State of Maryland Archives: on Drugs
Created the Heroin and Opioid Emergency Task Force
Three years ago, when not many people were paying any attention, we began to shine a spotlight on the rapidly growing heroin and opioid crisis. Just under the surface of every community across our state and across the nation, heroin and opioid abuse has
been taking lives and tearing apart families and communities.
One of my first acts as governor was to create the Heroin and Opioid Emergency Task Force. We have gone after it from every angle including education, treatment, interdiction, and law
enforcement. We have made strides, but this crisis continues to grow out of control all across our country.
We can--and we must--do more to save the lives of Marylanders. We need your help to enact the multi-pronged
Heroin Prevention, Treatment, and Enforcement Initiative and to pass the Prescriber Limits Act of 2017 and the Distribution of Opioids Resulting in Death Act.
Source: 2017 State of the State address to Maryland Legislature
Feb 1, 2017
Served as counter-narcotics deputy under George W. Bush
In the George W. Bush Administration, Rich was deputy assistant secretary of defense for counter-narcotics and counter-proliferation. Rich is an Iraq veteran and also served as senior lawyer at three U.S. Senate committees,
working for principled legends like the late Jesse Helms. One of the few to serve on Capitol Hill with experience in both the mechanical trades and the armed forces, Rich is genuinely alarmed over Congress's abandonment of American workers.
Source: 2016 Campaign website for MD Senate, DouglasMaryland.com
Nov 11, 2015
Keep mandatory sentencing for drug offenses
HB 121 Amends Mandatory Sentences for Certain Drug Offenses
Bill Passed House (85-55); Rep. Kathy Szeliga voted Nay.
Source: VoteSmart synopsis of 2015-2016 Maryland voting records
Mar 23, 2015
- Repeals the mandatory sentence of at least 10 years imprisonment for first and second time convictions for distributing
or dispensing a dangerous controlled substance;
- Requires an individual convicted of drug offenses to be sentenced to at least 2 years imprisonment, and a maximum imprisonment of 20 years or a maximum fine of $100,000, for first or second offenses
Executive Order to address this heroin epidemic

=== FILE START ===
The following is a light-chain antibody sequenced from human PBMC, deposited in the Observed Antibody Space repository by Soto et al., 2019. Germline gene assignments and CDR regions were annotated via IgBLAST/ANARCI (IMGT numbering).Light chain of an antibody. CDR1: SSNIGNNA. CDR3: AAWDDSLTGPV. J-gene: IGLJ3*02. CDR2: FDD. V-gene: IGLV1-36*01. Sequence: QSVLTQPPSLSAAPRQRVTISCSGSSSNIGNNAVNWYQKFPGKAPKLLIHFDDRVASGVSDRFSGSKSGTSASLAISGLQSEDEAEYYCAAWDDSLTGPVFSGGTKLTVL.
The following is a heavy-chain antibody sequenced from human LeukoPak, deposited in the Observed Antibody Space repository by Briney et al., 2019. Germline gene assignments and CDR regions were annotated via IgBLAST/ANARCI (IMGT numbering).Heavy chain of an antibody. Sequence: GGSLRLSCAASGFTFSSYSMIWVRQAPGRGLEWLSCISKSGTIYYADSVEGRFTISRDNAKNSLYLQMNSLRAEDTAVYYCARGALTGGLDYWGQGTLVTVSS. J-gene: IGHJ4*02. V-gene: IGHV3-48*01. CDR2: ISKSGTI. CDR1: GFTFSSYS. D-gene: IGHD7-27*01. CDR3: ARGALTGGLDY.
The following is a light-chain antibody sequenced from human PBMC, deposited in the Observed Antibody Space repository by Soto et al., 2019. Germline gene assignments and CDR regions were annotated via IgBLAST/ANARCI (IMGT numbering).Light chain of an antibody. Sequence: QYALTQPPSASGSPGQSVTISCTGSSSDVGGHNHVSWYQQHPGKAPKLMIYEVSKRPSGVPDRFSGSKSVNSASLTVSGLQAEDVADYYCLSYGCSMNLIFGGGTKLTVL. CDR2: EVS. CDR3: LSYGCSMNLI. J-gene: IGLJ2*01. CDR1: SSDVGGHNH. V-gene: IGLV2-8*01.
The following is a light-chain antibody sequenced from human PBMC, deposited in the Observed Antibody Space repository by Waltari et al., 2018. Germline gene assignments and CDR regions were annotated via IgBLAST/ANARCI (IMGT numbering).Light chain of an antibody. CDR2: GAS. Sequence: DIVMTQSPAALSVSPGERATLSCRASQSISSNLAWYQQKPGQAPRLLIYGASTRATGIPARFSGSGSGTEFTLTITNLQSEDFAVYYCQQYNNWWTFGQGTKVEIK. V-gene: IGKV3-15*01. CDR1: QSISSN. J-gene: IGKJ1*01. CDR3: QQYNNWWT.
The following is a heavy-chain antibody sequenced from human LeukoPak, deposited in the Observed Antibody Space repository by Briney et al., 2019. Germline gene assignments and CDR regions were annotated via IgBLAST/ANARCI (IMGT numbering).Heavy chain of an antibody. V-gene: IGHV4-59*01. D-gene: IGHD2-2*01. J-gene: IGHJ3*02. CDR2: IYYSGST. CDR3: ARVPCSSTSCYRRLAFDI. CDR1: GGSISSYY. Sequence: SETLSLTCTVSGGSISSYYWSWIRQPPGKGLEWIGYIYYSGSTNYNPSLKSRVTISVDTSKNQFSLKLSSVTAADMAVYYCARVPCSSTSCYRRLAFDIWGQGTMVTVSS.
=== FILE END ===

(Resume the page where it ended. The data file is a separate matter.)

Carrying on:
Throughout our state, I hear the devastating stories from our families and friends who hurt from the devastation heroin has wreaked on our communities. From our smallest town to our biggest city, it has become an epidemic, and it is destroying lives.
I have tasked Lt. Governor Rutherford with bringing together all of the stakeholders in order to come up with a plan to tackle this emergency. Later this month, we will execute an executive order to address this heroin epidemic.
Source: State of the State address to 2015 Maryland Legislature
Feb 4, 2015
Voted NO on reducing penalties for possession of marijuana
SB 364 Reduces Penalties for Possession of Marijuana
Bill Passed House (78 - 55); Rep. Kathy Szeliga voted Nay.
Source: VoteSmart synopsis of 2013-2014 Maryland voting records
Apr 5, 2014
- Reduces the penalty for a first offense of possession of less than 10 grams of marijuana to a fine of $100 from a maximum
prison sentence of 90 days, a fine up to $500, or both.
- Classifies the possession of less than 10 grams of marijuana as a civil offense punishable by a maximum fine of $250 for a second offense; and a maximum fine of
$500 and for a third or subsequent offense.
- Requires an individual less than 21 years of age who violates a provision of this bill or an individual older than 21 who commits a third or subsequent offense to perform the following actions:
Attend a drug education program;
- Perform an assessment for substance abuse disorder; and
- Enter substance abuse treatment.
Baltimore recovered from open-air drug markets
In a speech to New Hampshire Democrats on Saturday, Maryland Gov. Martin O'Malley (D) compared the distressed mind-set of Baltimore when he took over as mayor in 1999 to that of the nation today.
O'Malley told a crowd of close to 1,000 party activists
here that the city he sought to lead had succumbed to a "culture of failure," with open-air drug markets, a soaring murder count and citizens "wallowing in a sense that nothing would work."
Baltimore in 1999, we as Americans are going through a cynical time of disbelief, a time with more excuses and ideology than cooperation or action," O'Malley said in his keynote address at the annual Jefferson-Jackson dinner. "We seem to have lost
the shared conviction we once had that we actually have the ability to make things better together. There is a big difference between the America we carry in our hearts, and the America we see in our headlines."
Source: Washington Post on 2014 Maryland gubernatorial race
Nov 17, 2013
More enforcement against Drug Trafficking
End Drug Trafficking:
Source: 2006 Senate website, michaelsteeleformaryland.com, “Issues”
Oct 25, 2006
- Increase and expand the High Intensity Drug Trafficking grant the Baltimore-Washington area receives, so police have the resources they need to target drug dealers and gang members who traffic narcotics.
Increase funding for programs that rehabilitate drug addicts and get them the help they need to return to being productive members of society.
Page last updated: Feb 28, 2017